References for Broker-Dealer
Academic Research on Broker-Dealers
- Broker-dealer risk appetite and commodity returns, Etula, E. (2013). Journal of Financial Econometrics, 11(3), 486-521. This paper shows the importance of the risk-bearing capacity of the broker-dealers of US securities in determining the risk premia in commodity derivatives where they serve consumers and producers' counterparties in seeking to hedge the commodity price risk
- Broker-Dealer Regulation, Lipton, D. A. (1988). Clark Boardman Callaghan. This is an article which attempts to provide a detailed description of the process of broker-dealer registration.
- The SEC and the Broker-Dealer, Loss, L. (1947). Vand. L. Rev., 1, 516. This paper examines the various regulations that the SEC has imposed in regards to broker-dealers.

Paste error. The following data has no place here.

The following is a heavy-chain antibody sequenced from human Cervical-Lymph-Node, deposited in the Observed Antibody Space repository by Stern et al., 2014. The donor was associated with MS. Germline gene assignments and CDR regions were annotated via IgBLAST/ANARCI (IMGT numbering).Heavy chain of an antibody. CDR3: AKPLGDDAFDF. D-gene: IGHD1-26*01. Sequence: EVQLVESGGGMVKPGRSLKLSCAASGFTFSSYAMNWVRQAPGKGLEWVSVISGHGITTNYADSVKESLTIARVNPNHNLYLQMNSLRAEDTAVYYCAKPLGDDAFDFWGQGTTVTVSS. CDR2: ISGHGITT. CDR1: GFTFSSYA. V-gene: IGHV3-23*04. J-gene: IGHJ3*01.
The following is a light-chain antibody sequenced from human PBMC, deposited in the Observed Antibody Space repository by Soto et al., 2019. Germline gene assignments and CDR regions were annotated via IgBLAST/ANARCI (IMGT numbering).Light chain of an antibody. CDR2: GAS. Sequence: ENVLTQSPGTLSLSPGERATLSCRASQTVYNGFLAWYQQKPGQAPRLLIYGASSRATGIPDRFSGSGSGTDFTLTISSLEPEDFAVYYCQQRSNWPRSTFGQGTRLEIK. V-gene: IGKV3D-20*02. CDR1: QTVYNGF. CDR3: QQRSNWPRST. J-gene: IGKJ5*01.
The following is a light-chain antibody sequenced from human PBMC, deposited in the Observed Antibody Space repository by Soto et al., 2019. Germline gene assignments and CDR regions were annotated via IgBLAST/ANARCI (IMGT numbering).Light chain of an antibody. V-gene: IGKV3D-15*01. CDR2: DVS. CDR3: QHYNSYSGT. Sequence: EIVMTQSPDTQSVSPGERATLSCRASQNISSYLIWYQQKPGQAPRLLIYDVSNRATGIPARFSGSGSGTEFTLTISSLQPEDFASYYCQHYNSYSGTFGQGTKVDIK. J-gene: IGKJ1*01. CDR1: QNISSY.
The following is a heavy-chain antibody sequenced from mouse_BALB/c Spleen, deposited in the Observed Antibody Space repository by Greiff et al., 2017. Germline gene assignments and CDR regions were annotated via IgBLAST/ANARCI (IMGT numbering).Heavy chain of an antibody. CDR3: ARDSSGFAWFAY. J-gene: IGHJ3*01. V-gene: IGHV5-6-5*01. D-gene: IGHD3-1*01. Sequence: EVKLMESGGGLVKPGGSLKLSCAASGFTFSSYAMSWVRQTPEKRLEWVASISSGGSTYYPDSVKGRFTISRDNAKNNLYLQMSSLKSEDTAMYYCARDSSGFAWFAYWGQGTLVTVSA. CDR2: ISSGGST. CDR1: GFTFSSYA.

- A Primer on Broker-Dealer Registration, Lipton, D. A. (1986). Cath. UL Rev., 36, 899. This paper attempts to find out who is a broker-dealer and who is required to register as a broker-dealer and follow the regulatory structure.
- Dynamic trading policies with price impact, He, H., & Mamaysky, H. (2005). Journal of Economic Dynamics and Control, 29(5), 891-930. This is an analysis of the optimal policy of for a risk-averse agent who requires to sell a large block of shares which has risky security in the presence of price impact and transaction costs.
- The growth of finance, Greenwood, R., & Scharfstein, D. (2013). Journal of Economic Perspectives, 27(2), 3-28. This paper explains the reasons behind the growth of the US financial services industry from 4.9% of the GDP in 1980 to 7.9% of the GDP in 2007
- The Finder's Exception From Federal Broker-Dealer Registration, Polanin Jr, J. (1990). Cath. UL Rev., 40, 787. This article investigates the federal broker-dealer registration requirements which are consistent with the purposes of the exchange act.